Refuge and Refugees in the Ancient World
Columbia University Ancient World Graduate Student Conference
November 11-12, 2016. Columbia University in the City of New York, USA.
Keynote Speakers: Demetra Kasimis (University of Chicago) and Elena Isayev (University of Exeter)
We invite papers from graduate students working across disciplines related to the ancient world for a two-day conference which will explore the issues of refuge and refugees. From representations of refugees and the notions of “refuge” to their physical traces in the archaeological record, we hope to discuss how ancient societies experienced and conceptualized the flight and plight of displaced peoples.
In light of the recent upsurge in work on ancient Mediterranean migration and exile, as well as current events, new questions arise: What heuristic value does the term “refugee” have for our understanding of the ancient equivalent? How do we define refuge and refugees? Where do we look for the voices of refugees among the ancient evidence? What and where are the sites of “refuge” attested across the ancient Mediterranean world?
We welcome papers in any disciplinary field––and interdisciplinary approaches are encouraged––pertaining to the ancient Mediterranean world and surrounding regions, including Egypt, the Near East and the expanses of the Roman Empire, and falling within the period spanning from the Bronze Age to Late Antiquity.
Potential topics could include:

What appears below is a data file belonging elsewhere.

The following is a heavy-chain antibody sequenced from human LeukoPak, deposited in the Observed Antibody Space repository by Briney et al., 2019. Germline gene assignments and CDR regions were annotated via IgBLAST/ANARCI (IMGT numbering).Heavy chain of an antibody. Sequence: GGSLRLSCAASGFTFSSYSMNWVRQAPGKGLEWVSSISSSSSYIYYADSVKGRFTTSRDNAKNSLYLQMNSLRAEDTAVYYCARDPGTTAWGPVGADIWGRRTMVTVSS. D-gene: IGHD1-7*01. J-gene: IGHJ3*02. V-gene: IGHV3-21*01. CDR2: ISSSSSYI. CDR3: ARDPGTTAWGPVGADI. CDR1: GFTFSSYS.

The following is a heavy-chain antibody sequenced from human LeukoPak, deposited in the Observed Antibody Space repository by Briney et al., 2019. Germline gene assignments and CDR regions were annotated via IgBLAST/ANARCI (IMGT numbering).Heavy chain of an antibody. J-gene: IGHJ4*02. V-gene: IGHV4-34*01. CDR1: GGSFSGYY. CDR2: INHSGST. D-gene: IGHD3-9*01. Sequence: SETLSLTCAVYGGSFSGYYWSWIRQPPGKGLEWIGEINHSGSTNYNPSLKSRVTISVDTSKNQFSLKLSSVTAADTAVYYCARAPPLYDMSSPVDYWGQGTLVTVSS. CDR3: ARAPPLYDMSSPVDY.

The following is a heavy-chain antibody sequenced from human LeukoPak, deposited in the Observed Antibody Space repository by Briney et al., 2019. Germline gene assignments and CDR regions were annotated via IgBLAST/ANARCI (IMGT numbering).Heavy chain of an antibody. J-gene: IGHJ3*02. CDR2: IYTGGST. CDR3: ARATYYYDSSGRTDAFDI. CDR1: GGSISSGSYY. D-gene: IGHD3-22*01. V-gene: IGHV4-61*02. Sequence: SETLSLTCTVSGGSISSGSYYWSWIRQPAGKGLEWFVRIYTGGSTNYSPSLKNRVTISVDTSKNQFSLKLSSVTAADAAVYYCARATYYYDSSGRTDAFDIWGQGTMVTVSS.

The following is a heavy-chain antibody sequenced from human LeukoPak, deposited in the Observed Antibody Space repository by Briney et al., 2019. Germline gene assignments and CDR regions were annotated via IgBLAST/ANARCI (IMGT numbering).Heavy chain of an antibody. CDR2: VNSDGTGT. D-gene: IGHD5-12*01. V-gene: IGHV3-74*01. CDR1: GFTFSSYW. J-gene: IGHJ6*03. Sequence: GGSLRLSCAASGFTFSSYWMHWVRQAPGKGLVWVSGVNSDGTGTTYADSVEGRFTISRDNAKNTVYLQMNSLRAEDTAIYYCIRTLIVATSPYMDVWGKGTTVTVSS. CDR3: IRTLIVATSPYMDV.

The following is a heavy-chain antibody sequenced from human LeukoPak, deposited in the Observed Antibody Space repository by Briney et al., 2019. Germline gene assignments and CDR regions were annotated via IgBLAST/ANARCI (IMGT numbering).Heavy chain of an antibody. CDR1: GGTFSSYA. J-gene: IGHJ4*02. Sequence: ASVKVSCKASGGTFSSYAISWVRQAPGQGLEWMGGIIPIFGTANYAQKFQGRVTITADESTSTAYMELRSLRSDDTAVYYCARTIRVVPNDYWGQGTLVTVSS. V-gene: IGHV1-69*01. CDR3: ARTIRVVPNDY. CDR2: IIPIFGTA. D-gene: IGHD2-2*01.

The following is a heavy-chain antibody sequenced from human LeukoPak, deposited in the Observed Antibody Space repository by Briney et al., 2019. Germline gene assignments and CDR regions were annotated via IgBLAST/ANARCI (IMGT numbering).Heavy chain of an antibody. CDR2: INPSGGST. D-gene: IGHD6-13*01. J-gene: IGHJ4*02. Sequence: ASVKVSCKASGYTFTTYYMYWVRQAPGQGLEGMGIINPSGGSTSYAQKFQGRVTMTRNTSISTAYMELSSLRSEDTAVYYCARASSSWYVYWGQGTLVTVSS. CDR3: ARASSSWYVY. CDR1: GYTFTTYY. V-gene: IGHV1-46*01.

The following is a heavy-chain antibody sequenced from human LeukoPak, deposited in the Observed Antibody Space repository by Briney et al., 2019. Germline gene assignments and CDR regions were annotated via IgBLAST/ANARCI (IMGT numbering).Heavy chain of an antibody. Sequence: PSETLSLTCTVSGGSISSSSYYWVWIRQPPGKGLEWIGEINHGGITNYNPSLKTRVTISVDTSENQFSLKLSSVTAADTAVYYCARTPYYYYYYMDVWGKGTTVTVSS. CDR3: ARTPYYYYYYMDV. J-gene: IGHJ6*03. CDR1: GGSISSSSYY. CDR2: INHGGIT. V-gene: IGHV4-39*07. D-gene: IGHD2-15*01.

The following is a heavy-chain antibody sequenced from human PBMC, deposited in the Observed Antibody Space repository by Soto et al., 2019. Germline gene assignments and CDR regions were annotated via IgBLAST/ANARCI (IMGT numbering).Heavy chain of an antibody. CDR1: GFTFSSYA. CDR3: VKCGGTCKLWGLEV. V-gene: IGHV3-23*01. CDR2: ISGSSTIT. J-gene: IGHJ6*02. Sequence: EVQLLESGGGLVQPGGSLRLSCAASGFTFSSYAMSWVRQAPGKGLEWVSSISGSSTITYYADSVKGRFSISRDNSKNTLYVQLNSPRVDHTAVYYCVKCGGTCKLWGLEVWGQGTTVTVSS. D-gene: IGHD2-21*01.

• Literary and artistic representations of flight, refuge, or supplication, for example in epic, tragedy, vase or wall painting.
• Classical reception (contemporary engagements with classical representations of refuge and refugees).
• Philosophical and theoretical conceptualizations of refuge, for example in Stoic thought.
• Locations of refuge, such as sanctuary spaces.
• Intersections between refugees and the related spheres of ancient migration, exile, and diaspora.
• Ancient histories of migration catalyzed by displacement through war or other factors.
• The demographic impact of ancient refugees on ancient cities, landscapes, and economies.
• Archaeological evidence, for example, hoards and their significance in tracing ancient refugees.
• Refugee identity, for example, the transition from being a “refugee” to becoming a citizen of a new city.
The conference will include a roundtable on how the content and themes discussed in the context of the ancient world can be brought into dialogue with the contemporary refugee crisis.
Abstracts of no more than 300 words should be emailed to email@example.com no later than May 2, 2016. In the body of your email, please include your name, institution, contact information, and the title of your abstract. The abstract should be anonymous and sent as an attachment. Papers should be no longer than 20 minutes in length in order to accommodate questions.
Housing accommodations will be provided by Columbia graduate students on a first-come, first-served basis.
For more information please visit: cuancientrefugees2016.wordpress.com